Australia : Health professionals walk out of Victorian hospitals in protest
About 600 allied health professionals will walk out of some of Victoria's busiest hospitals from 11am on Thursday morning, striking over a "Jurassic" career structure they say is leaving patients in the
hands of underqualified professionals.
Waiting lists in 33 Victorian hospitals are expected to temporarily blow out on Thursday, as physiotherapists, radiographers, speech pathologists, podiatrists and other allied health professionals strike in Melbourne's CBD from 2pm.
The public health workers will gather at the Athenaeum Theatre for a stop-work meeting at 2pm, followed by a march down Collins Street and concluding with a "dino rally" that will feature inflatable dinosaurs - a nod to what they say is an antiquated career structure - at Treasury Place.
A Victoria Police spokeswoman said the protest had been flagged as "peaceful" and the union representing allied health workers, the Victorian Allied Health Professionals Association, had informed police they would be walking down the footpath on Collins Street.
But the union said, with 600 people expected, the protest may cause delays to traffic in the area.
VAHPA secretary Craig McGregor said workers from hospitals as far away as Wodonga, and inner-city hospitals including The Alfred, Royal Melbourne Hospital and Austin Health, would be significantly affected by the industrial action.
He said emergency patients, cancer patients and children would be still be looked after but that those with less acute problems may face longer waiting times.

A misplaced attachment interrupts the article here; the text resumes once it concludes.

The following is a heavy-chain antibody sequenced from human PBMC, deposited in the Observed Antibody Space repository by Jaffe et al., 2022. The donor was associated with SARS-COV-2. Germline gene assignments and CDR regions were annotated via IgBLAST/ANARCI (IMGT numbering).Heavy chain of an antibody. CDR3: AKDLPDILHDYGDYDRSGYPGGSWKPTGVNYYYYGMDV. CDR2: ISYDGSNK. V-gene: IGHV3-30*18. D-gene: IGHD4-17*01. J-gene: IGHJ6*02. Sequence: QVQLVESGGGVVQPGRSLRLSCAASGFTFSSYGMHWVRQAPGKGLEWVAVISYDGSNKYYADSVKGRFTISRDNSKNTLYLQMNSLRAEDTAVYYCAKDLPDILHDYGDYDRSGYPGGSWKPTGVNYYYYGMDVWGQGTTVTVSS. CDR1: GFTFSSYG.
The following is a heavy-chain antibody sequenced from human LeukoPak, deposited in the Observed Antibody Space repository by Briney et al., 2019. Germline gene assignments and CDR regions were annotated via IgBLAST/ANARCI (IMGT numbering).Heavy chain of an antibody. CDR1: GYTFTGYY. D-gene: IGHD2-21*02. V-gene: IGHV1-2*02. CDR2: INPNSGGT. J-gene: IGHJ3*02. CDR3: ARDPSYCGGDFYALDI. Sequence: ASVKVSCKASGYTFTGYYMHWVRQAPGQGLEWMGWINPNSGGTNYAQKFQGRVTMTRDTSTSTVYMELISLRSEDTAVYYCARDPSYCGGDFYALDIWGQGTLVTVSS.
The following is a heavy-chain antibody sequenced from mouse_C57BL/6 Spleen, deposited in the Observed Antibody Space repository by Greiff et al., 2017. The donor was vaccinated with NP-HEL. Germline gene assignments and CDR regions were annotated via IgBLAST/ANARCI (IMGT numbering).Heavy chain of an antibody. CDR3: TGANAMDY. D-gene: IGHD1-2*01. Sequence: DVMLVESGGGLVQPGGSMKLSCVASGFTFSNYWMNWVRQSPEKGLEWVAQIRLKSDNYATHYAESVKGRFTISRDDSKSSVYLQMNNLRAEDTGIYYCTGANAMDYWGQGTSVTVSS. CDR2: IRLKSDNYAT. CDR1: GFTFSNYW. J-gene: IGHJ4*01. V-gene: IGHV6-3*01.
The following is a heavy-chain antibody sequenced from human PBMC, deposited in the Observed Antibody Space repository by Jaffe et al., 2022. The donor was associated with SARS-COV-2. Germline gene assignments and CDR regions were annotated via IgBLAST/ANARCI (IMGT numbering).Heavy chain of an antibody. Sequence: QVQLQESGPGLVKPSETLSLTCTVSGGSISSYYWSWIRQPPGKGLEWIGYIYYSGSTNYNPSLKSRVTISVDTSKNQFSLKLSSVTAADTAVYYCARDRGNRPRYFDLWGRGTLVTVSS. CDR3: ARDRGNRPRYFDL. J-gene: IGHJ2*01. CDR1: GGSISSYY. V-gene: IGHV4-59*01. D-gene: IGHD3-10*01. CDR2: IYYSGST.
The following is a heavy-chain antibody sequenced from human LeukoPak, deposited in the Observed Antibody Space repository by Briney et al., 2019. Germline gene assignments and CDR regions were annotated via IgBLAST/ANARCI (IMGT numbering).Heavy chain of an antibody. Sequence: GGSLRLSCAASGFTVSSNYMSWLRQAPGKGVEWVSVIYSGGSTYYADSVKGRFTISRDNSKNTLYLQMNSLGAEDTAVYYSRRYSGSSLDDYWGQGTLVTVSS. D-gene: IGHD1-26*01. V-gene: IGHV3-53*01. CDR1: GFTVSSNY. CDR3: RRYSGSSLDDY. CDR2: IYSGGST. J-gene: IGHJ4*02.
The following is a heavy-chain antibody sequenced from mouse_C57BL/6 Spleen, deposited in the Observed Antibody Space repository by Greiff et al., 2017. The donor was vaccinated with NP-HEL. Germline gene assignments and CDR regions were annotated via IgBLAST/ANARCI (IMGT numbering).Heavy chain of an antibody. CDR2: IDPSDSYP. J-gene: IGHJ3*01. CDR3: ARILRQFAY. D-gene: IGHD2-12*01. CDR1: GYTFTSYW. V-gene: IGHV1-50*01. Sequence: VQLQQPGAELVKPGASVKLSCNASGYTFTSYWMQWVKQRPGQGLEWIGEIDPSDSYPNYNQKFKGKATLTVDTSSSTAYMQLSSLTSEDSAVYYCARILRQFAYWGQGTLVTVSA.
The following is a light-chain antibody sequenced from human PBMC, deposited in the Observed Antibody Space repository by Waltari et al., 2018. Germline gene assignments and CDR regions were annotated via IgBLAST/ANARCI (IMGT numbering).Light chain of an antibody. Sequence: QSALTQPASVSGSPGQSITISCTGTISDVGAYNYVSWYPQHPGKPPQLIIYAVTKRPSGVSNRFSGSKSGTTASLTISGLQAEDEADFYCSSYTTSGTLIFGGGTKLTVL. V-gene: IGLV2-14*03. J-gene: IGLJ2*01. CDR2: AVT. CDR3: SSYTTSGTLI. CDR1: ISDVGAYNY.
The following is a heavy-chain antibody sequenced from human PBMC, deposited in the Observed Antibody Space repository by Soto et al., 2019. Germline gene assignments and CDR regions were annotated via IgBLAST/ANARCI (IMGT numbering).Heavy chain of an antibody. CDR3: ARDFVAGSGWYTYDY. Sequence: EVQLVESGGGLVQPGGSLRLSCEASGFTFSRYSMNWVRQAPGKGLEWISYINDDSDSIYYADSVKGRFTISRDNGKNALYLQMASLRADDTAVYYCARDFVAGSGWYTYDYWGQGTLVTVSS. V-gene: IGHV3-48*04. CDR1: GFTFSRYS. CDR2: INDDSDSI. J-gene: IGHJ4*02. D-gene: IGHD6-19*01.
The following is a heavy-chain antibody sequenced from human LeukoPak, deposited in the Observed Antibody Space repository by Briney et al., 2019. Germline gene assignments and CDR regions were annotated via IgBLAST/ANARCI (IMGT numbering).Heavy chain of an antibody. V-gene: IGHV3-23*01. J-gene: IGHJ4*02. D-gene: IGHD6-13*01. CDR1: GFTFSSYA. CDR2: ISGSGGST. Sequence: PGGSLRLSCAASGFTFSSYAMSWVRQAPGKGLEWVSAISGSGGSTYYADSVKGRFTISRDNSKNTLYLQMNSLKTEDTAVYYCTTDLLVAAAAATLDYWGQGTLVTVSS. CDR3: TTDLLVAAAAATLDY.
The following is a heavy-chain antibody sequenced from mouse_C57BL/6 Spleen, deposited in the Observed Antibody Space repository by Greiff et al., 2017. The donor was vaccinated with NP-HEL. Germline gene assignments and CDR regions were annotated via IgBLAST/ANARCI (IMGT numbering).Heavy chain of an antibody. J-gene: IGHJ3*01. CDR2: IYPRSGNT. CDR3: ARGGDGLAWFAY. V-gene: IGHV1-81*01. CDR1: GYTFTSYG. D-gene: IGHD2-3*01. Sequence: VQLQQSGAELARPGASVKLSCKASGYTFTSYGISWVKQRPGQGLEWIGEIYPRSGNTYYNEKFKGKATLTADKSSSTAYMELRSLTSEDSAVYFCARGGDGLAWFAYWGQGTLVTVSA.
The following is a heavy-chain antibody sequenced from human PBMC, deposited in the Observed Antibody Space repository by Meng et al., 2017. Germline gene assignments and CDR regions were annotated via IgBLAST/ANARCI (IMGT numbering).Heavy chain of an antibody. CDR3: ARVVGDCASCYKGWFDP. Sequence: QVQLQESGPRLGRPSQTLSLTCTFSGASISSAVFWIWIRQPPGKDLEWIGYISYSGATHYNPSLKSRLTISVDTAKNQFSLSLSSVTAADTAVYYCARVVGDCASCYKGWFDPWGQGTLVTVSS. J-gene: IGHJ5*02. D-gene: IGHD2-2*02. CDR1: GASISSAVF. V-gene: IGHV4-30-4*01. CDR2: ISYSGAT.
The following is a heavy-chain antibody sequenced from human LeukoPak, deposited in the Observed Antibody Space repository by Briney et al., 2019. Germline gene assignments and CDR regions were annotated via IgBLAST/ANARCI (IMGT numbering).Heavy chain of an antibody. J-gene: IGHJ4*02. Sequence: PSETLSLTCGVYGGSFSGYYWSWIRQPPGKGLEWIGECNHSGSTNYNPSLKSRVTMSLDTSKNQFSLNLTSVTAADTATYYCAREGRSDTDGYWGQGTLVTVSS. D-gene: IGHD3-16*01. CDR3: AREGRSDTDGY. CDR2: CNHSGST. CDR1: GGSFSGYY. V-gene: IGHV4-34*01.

The Age understands the union and government representatives were in meetings until late last night and reached some agreement on wages, but not on the union's desire for the government to recognise "advanced practice" work that some health professionals are doing.
The union has accused Victorian hospital managers of compromising patient care by using about 40 junior allied health professionals to do the work of senior doctors including orthopaedic surgeons, neurosurgeons and radiologists, as a means to cut patient waiting lists.
"This is what modern governments call productivity," said union secretary Craig McGregor.
Mr McGregor said some junior allied health professionals were performing invasive and high-risk procedures (such as the insertion of catheters into patients' hearts), post-operative orthopaedic assessments and developmental paediatric evaluations.
He said this was unacceptable and at odds with the recommendations of the relevant professional associations and the Department of Health and Human Services framework.
"The members have had enough; we served our log of claims on the hospitals and the Andrews government in September last year and still have no resolution," said Mr McGregor.
He said if allied health professionals were doing this work, they should be paid more than the rates of pay they are getting at the moment.
A spokeswoman for Victorian Health Minister Jill Hennessy would not comment on how much disruption the industrial action could cause for hospitals and patients today, but said negotiations with the union were scheduled to resume this morning.
"The Andrews Labor Government values the work of our allied health professionals. We have been, and will continue to negotiate in good faith to reach a fair and reasonable agreement," she said.
On Thursday afternoon, the two parties reached an agreement, however the details were unclear.
Ms Hennessy's spokeswoman said: "Health service representatives have reached in-principle agreement with the allied health union for a new enterprise agreement to cover allied health professionals working in Victorian public hospitals."
"The in-principle agreement will be submitted to Government for approval in coming weeks."